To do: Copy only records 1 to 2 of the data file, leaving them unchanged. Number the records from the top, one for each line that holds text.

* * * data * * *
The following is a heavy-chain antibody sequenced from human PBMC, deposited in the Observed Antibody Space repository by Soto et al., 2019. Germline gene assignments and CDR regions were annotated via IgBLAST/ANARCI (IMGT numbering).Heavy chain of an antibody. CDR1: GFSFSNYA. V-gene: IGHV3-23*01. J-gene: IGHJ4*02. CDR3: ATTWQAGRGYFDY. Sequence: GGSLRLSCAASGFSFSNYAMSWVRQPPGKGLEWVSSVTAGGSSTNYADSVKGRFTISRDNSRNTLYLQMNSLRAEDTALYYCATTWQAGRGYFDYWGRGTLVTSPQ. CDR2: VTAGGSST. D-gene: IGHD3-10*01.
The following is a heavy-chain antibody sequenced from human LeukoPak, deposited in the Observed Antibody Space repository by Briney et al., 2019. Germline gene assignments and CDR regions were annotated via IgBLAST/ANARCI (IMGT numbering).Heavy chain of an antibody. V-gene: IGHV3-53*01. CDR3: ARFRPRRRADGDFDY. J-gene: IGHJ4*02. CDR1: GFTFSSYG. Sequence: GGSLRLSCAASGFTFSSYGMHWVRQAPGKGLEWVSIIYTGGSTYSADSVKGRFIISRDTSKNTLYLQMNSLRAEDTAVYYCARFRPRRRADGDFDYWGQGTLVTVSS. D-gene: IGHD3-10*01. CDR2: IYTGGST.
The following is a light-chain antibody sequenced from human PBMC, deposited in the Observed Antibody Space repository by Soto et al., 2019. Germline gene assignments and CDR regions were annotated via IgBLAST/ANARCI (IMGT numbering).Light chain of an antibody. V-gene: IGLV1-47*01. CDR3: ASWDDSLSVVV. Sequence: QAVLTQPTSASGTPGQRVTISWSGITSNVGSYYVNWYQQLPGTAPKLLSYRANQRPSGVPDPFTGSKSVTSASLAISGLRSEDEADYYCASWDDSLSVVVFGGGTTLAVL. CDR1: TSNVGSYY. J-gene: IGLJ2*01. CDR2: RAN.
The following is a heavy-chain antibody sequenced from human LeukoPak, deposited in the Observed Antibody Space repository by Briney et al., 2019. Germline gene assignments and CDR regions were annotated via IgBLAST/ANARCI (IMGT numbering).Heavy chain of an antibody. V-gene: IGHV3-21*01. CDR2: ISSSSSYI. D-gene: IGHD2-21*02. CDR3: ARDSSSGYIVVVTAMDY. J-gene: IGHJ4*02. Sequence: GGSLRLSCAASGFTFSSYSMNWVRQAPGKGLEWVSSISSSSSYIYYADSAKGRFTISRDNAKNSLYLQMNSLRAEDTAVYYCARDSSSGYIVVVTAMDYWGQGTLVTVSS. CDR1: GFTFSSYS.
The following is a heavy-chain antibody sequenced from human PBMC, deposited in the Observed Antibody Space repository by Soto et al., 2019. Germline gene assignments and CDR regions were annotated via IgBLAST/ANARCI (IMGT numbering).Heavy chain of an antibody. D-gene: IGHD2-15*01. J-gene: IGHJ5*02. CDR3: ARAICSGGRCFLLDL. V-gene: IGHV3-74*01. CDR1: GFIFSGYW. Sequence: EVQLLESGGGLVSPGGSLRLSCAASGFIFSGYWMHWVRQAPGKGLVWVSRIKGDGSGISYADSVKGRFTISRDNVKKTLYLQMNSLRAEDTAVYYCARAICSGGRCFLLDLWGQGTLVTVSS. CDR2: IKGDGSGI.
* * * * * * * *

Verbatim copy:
The following is a heavy-chain antibody sequenced from human PBMC, deposited in the Observed Antibody Space repository by Soto et al., 2019. Germline gene assignments and CDR regions were annotated via IgBLAST/ANARCI (IMGT numbering).Heavy chain of an antibody. CDR1: GFSFSNYA. V-gene: IGHV3-23*01. J-gene: IGHJ4*02. CDR3: ATTWQAGRGYFDY. Sequence: GGSLRLSCAASGFSFSNYAMSWVRQPPGKGLEWVSSVTAGGSSTNYADSVKGRFTISRDNSRNTLYLQMNSLRAEDTALYYCATTWQAGRGYFDYWGRGTLVTSPQ. CDR2: VTAGGSST. D-gene: IGHD3-10*01.
The following is a heavy-chain antibody sequenced from human LeukoPak, deposited in the Observed Antibody Space repository by Briney et al., 2019. Germline gene assignments and CDR regions were annotated via IgBLAST/ANARCI (IMGT numbering).Heavy chain of an antibody. V-gene: IGHV3-53*01. CDR3: ARFRPRRRADGDFDY. J-gene: IGHJ4*02. CDR1: GFTFSSYG. Sequence: GGSLRLSCAASGFTFSSYGMHWVRQAPGKGLEWVSIIYTGGSTYSADSVKGRFIISRDTSKNTLYLQMNSLRAEDTAVYYCARFRPRRRADGDFDYWGQGTLVTVSS. D-gene: IGHD3-10*01. CDR2: IYTGGST.